I have only a few memories of my grandmother, Anna, whom I called “Bubby.”
Anna came to the United States from Poland in 1904. She entered through Ellis Island and went straight to Kansas City, Missouri, where she joined other immediate family members who had already settled there.
She met my grandfather-to-be, Mendel, within a couple of years after her arrival. They married in 1907. They had four sons, my father being the youngest.
Anna ran a “dry goods” store from 1908 until 1939. One of my relatives often spoke about my grandmother’s engaging personality in greeting the public and in maintaining relationships with family and friends.
Anna was a well-documented resident, with her entry into the country chronicled at Ellis Island and her residency noted in the national census and in city directories. It seems that, for her, and for many other immigrants, there was not much of a push to formally naturalize as an American citizen, although my grandfather had done so in the mid 1920s.
Yet, a major change in American life came when the United States Congress passed the Immigration Act of 1924. This piece of legislation set quotas restricting the annual entry of potential immigrants, especially from countries in Europe, to 2% of what the population was in 1890 of American residents from those particular countries. One consular authority of the time characterized Jews and other groups as “undesirable” in a report that supported the legislation, although the bill was had to be based on countries of origin rather than ethnic or religious identity.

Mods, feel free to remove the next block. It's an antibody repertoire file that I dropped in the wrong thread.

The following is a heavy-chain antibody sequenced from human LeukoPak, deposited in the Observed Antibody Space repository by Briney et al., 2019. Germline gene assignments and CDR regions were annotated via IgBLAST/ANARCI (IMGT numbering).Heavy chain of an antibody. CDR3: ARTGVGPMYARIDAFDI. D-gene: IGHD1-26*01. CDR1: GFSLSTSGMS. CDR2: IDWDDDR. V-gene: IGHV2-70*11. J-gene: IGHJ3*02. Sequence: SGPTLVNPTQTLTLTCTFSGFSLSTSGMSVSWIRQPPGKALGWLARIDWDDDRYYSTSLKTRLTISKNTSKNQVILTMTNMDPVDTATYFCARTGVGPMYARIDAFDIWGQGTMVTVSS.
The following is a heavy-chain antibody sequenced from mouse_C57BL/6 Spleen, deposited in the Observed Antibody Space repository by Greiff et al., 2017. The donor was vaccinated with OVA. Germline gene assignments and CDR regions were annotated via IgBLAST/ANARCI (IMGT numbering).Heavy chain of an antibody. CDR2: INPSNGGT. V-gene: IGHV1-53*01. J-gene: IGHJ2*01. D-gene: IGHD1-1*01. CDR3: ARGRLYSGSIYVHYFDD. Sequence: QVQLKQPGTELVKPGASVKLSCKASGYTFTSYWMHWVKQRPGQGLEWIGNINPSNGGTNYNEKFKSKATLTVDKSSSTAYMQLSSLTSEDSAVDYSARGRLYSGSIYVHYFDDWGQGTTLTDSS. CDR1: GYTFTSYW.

Had my grandparents arrived on American shores later than 1924, it is likely they would have been sent back home.
Still, my grandmother continued her life as a seemingly content resident, that is, until 1940.
That year, the United States Congress passed the Alien Registration Act, which required all “aliens” to register between August and December of that year. One purpose of that piece of legislation was to prohibit certain “subversive activities.” The Act required residents who were not yet citizens to report at a local post office for an interview and to be fingerprinted.
My grandmother’s registration form, which I found among family papers, was likely filled out by my father, who may have accompanied my bubby to the post office for her interview.
A very quiet life in a midwestern city was almost upended. It is likely that her change in status, from contributing community member (who belonged only to a “Jewish Mothers Club”) to being seen as a potential pariah, motivated my grandmother to apply for naturalization. She became a citizen in late 1941.
After studying the documents related to the Karols’ journey to citizenship, I came to appreciate, even more, all those people who seek to become contributing members of our communities, whether they are seeking new opportunity or are fleeing violence or persecution.
My grandmother’s story relates directly to Father Gabriel Rochelle’s statement, in his June 22 column, that faith values point to “inclusion of the tired and the poor, those who are exiled or seeking refuge in one way or another, those looking to make a better life for their children.”
So, I say to my grandmother: Thanks, Bubby, for your journey, and for your influence on my parents and my early life. You taught me to be warm and welcoming, like you. You are one of the people who helped to make me a proud American.